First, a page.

The new advice is one of two changes to a document that answers questions about the centralized procedure. EMA has also changed the address companies should send notifications to when alerting it of their intention to submit multiple applications for a medicinal product. The regulator has also added an email address companies can use instead of sending hard copies. EMA’s advice from 2014 lacked details on how to communicate electronically.
The Committee for Medicinal Products for Human Use (CHMP) has begun a review of the safety and efficacy of a fixed-dose combination (FDC) of the painkillers ibuprofen and paracetamol. CHMP is looking at a formulation that delivers 500mg of paracetamol and 150mg of ibuprofen.
Members of the committee started a referral procedure for the combination at the last meeting. The action stemmed from disagreements about the safety and efficacy of the FDC, although CHMP gave no details of the nature of the concerns. EMA uses referral procedures to address concerns about the benefit-risk balance of medicines. Member states and the European Commission can call for EMA to trigger referral procedures when they are concerned about the safety of a product.
Auckland, New Zealand-based AFT Pharmaceuticals submitted a patent filing for an FDC of ibuprofen and paracetamol more than a decade ago. The product, Maxigesic, is now available in more than 100 countries, including Belgium and Luxembourg. AFT added the two European countries to its list of markets after forming a licensing agreement in September. Vale Pharmaceuticals is also cleared to sell a paracetamol-ibuprofen FDC by the UK’s MHRA.
AFT has run clinical trials of its formulation without unearthing safety or efficacy concerns. Taking separate tablets of ibuprofen and paracetamol at the same time is also seen as being safe. In its report on the practice, the UK’s National Health Service wrote, “There are no known harmful interactions between paracetamol and ibuprofen in people over 16.”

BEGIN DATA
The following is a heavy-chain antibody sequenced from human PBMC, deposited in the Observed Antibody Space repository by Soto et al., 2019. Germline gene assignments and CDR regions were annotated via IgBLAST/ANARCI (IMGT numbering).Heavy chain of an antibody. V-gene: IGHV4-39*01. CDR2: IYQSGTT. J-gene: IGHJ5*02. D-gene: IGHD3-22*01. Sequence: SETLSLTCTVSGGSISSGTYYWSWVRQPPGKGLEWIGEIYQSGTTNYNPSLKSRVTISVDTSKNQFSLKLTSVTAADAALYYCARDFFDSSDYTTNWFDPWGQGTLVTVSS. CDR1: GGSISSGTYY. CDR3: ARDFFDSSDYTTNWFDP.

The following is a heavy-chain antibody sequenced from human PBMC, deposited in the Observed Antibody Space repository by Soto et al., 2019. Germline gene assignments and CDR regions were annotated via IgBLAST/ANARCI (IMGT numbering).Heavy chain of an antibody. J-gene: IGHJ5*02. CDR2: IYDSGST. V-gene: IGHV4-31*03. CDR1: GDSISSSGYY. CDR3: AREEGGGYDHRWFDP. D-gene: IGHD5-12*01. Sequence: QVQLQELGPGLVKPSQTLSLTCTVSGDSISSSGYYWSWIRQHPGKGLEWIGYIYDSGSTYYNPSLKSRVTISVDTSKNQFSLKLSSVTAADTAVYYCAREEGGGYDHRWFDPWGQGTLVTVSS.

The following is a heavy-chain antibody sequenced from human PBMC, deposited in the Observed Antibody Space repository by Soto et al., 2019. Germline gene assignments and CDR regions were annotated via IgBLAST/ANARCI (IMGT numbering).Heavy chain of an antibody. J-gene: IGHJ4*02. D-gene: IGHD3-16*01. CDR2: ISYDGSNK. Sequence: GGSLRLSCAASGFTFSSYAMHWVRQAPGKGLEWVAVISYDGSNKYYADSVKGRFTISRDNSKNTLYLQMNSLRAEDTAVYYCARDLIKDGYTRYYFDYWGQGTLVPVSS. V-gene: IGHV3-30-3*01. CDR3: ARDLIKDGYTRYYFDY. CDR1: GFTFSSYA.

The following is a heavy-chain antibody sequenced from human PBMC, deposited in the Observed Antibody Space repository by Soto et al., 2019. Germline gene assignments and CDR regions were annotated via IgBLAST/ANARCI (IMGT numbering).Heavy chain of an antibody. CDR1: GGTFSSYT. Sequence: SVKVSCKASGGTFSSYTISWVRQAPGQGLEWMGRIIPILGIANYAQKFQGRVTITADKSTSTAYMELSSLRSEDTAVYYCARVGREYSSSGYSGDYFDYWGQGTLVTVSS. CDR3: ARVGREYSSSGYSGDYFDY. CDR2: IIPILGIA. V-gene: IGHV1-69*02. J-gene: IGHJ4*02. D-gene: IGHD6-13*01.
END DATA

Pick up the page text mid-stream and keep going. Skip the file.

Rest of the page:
EMA has scheduled a training session for patients and consumers who want to learn more about its activities. The day-long gathering is part of EMA’s ongoing attempts to ensure patients are equipped to contribute to regulatory decisions that affect their lives.
At the meeting, EMA plans to give attendees a grounding in how medicines are evaluated in the EU before taking a closer look at the points in the process at which patients can contribute. EMA has picked out the choice of trial endpoints and feasibility of study designs as topics patients can contribute to during the development of new medicines.
The meeting will also cover opportunities to contribute once a drug has completed development. EMA plans to discuss the role of patients in assessing the risk-benefit profile of drugs and the unmet medical needs of populations. A Pharmacovigilance Risk Assessment Committee-focused session will take a closer look at how patients can influence what constitutes “acceptable” risk in an indication.
EMA held similar events in 2014 and 2015. The series grew out of the publication in 2009 of a reflection paper on further involving patients in EMA activities. That led to the creation of a training strategy designed to ensure patients have the knowledge needed to contribute effectively to regulatory activities.
Gilead Sciences has discontinued pediatric development of simtuzumab. The company sent a letter to EMA inform the regulator of its action after a series of failures in the clinic prompted it to end development of the LOXL2 blocker. EMA published an agreement on the pediatric investigation plan for simtuzumab late last year. Gilead Letter
Tags: HPRA, OMCL, drug shortage, CHMP